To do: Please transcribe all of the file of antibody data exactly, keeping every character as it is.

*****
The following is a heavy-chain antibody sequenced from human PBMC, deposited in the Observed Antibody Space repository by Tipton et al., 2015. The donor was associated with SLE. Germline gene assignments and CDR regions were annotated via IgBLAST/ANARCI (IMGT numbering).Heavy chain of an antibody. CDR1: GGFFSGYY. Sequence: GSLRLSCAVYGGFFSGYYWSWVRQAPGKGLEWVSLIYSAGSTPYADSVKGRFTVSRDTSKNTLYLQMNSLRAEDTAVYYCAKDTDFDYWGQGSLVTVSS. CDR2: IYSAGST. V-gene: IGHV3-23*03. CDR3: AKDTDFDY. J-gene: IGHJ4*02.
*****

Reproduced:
The following is a heavy-chain antibody sequenced from human PBMC, deposited in the Observed Antibody Space repository by Tipton et al., 2015. The donor was associated with SLE. Germline gene assignments and CDR regions were annotated via IgBLAST/ANARCI (IMGT numbering).Heavy chain of an antibody. CDR1: GGFFSGYY. Sequence: GSLRLSCAVYGGFFSGYYWSWVRQAPGKGLEWVSLIYSAGSTPYADSVKGRFTVSRDTSKNTLYLQMNSLRAEDTAVYYCAKDTDFDYWGQGSLVTVSS. CDR2: IYSAGST. V-gene: IGHV3-23*03. CDR3: AKDTDFDY. J-gene: IGHJ4*02.